LOTOJA is a European-style road classic that is unparalleled in distance and beauty. At 206 miles, LOTOJA is the longest one-day USCF-sanctioned bicycle race in the country. LOTOJA participants come from all over the United States to test their physical and mental stamina on a course that climbs and descends three mountain passes in the first 110 miles. The race starts in Logan, Utah and finishes in the shadows of the Teton Mountain Range at Jackson Hole, Wyoming.
I did it! I rode LOTOJA! And yes, I rode it in a 5 person relay but this is big, my friends. LOTOJA is a serious bike race for serious bikers. And I was one of very few women that participated. Which makes me feel like a serious biker chick! It was quite the weekend experience which, for me, got started Friday evening. After packing bags and bikes we all made our way up to Logan for a 6:30 dinner reservation at Hamilton's Restaurant. The place was packed with LOTOJA goers. They even had a special LOTOJA menu for the evening...one that was specifically arranged with meals that lent themselves well to "carb loading."Afterwards we split up and made our way to where we were sleeping that night...the homes of Brian's and Jason's parents who graciously allowed us to take over beds, couches and air mattresses for the night. We were all nervous. Anxious to get to bed knowing that alarms were going off at 4:30 am. But that anxiety led to giddy silliness as we all prepared our gear for the next morning. I haven't laughed that hard in a long time. At the same time, it was fascinating to watch Alan, who was riding the full 206 miles as he prepared his gear and talked Adam (his support) through what he would need at which stops, etc. Besides just physical training, what planning has to go into a feat like this!4:30 am came all too fast. My nerves didn't make for very good sleeping companions. Regardless, I jumped right up and since I was the first rider for my team, decided to forgo the oatmeal and settled for a banana and some caffeine filled "shot blocks" for breakfast. 45 minutes later...my tires pumped, my race number attached to my bike...my biking partner Kim, and I were standing in the pitch dark, freezing (34 degrees) cold at the starting line. And I started to panic a little bit. I've never seen so many bikers in one place before. Gutter to gutter wide and as far back as I could see. They were letting them go in waves every couple of minutes. How in the world were we going to get moving packed in like sardines?? How was I not going to crash into someone???? 5:51 am Kim and I started off. Slowly, carefully. And then faster and faster....we were on our way!It was the most unique ride I have ever been on. So dark it was hard to see the road, despite the headlights we had on our bikes. Eventually the sky started getting lighter, but then the fog rolled in. One patch of fog so heavy that I was frantically trying to make my light go brighter, point it more firmly towards the road. Then the cold really settled in. My toes went numb. My fingers went numb. Then, after awhile, my fingers started REALLY hurting and I started really worrying about frostbite. But through it all we tried hard to enjoy the journey. To fully take in and appreciate the fact that here we were riding LOTOJA!!! Those 35 miles went pretty fast...the sun was just peaking over the mountain when we pulled into Preston, Idaho. My body was stiff with cold and I got really light-headed the second I got off my bike (probably related to all that caffeine..) but Kim and I were so proud of ourselves...so happy with our ride.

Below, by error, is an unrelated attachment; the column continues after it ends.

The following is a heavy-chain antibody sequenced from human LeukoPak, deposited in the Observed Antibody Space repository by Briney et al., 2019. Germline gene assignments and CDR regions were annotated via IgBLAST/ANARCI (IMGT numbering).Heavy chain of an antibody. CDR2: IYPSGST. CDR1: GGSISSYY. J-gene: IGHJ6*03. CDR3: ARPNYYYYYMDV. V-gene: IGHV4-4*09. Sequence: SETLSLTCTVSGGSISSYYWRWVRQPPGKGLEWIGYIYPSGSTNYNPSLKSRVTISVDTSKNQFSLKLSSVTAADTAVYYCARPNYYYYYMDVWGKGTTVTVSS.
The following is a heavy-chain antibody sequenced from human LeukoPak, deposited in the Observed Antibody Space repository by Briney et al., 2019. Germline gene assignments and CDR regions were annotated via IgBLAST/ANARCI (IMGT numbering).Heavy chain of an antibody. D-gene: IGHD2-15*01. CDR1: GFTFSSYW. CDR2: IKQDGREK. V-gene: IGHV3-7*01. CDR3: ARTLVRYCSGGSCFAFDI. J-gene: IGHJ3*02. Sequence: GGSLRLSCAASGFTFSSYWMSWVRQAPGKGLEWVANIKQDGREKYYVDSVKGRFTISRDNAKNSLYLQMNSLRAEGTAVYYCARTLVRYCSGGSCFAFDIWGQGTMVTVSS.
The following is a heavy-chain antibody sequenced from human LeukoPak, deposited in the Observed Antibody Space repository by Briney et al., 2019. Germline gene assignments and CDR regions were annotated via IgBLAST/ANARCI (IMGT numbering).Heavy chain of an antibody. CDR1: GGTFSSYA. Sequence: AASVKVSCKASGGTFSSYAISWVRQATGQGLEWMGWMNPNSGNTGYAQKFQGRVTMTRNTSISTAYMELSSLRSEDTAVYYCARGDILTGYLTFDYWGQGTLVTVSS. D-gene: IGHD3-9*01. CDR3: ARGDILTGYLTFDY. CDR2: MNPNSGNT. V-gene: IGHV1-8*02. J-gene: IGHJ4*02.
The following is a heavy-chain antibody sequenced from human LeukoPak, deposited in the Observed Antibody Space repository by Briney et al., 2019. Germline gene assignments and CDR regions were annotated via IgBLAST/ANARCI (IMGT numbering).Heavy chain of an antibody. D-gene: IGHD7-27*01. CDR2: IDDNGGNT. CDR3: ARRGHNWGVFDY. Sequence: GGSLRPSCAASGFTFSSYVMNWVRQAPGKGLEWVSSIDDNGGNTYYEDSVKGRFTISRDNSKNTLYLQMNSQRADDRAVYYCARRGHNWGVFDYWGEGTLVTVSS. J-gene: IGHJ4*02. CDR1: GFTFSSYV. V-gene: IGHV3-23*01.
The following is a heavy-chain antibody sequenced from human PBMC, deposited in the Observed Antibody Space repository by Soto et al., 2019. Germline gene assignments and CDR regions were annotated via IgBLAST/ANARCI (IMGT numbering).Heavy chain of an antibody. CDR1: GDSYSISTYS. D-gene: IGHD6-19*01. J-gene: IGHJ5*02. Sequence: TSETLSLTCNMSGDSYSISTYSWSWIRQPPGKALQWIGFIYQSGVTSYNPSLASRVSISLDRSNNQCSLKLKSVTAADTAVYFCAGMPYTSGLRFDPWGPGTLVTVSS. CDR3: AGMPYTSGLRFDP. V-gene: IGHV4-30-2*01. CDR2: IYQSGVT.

We sent the next two riders on their way and then racked our bikes and headed off to the next meeting spot. My body spent the next few hours going from shivering cold to boiling hot and then back again as my internal temperature tried to re-set itself.
And then, the great majority of the day was wrapped around picking up riders, sending more out and cheering for them along the way. About 6 miles out we parked the car, pulled our bikes off the rack, watched for our two riders to come by and then joined them, ALL of us, to finish LOTOJA together. I'm sure we made quite the sight... 2 relay teams worth of red jersey clad girls, riding in a line under the big FINISH banner. Our team name was announced. Our time of 11 hours and 57 minutes was flashed across the screen.
The LOTOJA finish line was quite different from the Ragnar finish line. Ragnar had a huge party at the end. Music, group pictures, free food. LOTOJA was much more understated. You finish. You congratulate yourself. You go home. It surprised me at first. But I think it's because Ragnar promotes their race purposely as a running party. And although the race is HARD, they encourage silly team names, costumes, and decorated vans. LOTOJA takes itself much more seriously. Funny enough, although Ragnar was physically harder for me, I'm more proud of accomplishing LOTOJA. But though I'm more of a biker than a runner, if I had to choose next year one over the other...I'd choose to do Ragnar.After rolling over the finish line, we congratulated each other, high-fived, took some pictures...and then took our celebration to The Q, a restaurant a few miles up the road. We all looked haggard after our long day but oh, what fun to share war stories and revel in our accomplishment. It was especially fun to hear the experiences of the guys that had done the whole 206 miles on their own. I can't even fathom how hard that must've been! We ate and we laughed and I looked around at all these friends and felt so grateful for the opportunity to do this with them all. This right here...this was just as good, if not better, than the actual biking.